Weather effects are fully simulated beyond just wind movement. Stationary vehicles gather snow on them while rain forms puddles. It may seem like “been there, seen that” for Company of Heroes 2, yet I solemnly judge Sudden Strike 4 from the perspective of its precursors. Speaking of CoH 1 and 2, they have some form of base management, don’t they? Well Sudden Strike and Blitzkrieg are all in favor of tactics and patience. With several exceptions (such as requested or scripted reinforcements), the units you start with, shall be the only ones until the end of the mission. Or not, if you wish to sacrifice some of them in the name of haste or the inevitability of war. Casualties are inevitable, right? During wartime, truth just happens to die first.

Not having to stress over building more turrets/power plants/barracks, means you can focus on properly deploying and micromanaging the units you’ve been tasked with. I absolutely adore the fact that you can issue orders to single soldiers instead of predetermined squads. Medics are useful in the field, if they reach critically wounded troops in time. Ammo & fuel consumption further encourages players to an new level of tactical approach since they can’t roam the entire map without having to resupply and refuel. These are gameplay mechanics that have been in place since the first Sudden Strike. Finding them even now with all the “streamlining” going on in newly released titles, still gives me hope that pure RTS is not going to die anytime soon.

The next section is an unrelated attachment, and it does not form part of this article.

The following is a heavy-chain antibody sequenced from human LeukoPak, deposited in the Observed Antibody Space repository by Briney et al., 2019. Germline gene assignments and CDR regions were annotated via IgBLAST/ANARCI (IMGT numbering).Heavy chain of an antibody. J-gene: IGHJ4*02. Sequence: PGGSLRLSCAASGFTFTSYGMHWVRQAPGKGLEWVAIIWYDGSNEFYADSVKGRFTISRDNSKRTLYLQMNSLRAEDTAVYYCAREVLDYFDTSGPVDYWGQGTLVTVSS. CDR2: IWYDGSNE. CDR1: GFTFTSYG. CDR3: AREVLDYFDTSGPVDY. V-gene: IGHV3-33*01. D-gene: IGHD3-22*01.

There’s really no reason to avoid Sudden Strike 4 if you’re interested in a highly detailed and simply gorgeous RTS title focusing on WW2 operations. Just the SP component with its 21 missions, should offer you nearly as many hours of gameplay. Skirmishes against the Artificial Intelligence or MP matches are icing on the cake. Replay value, indeed.

All the screenshots you see above, have been taken by me in-game through the Steam Overlay.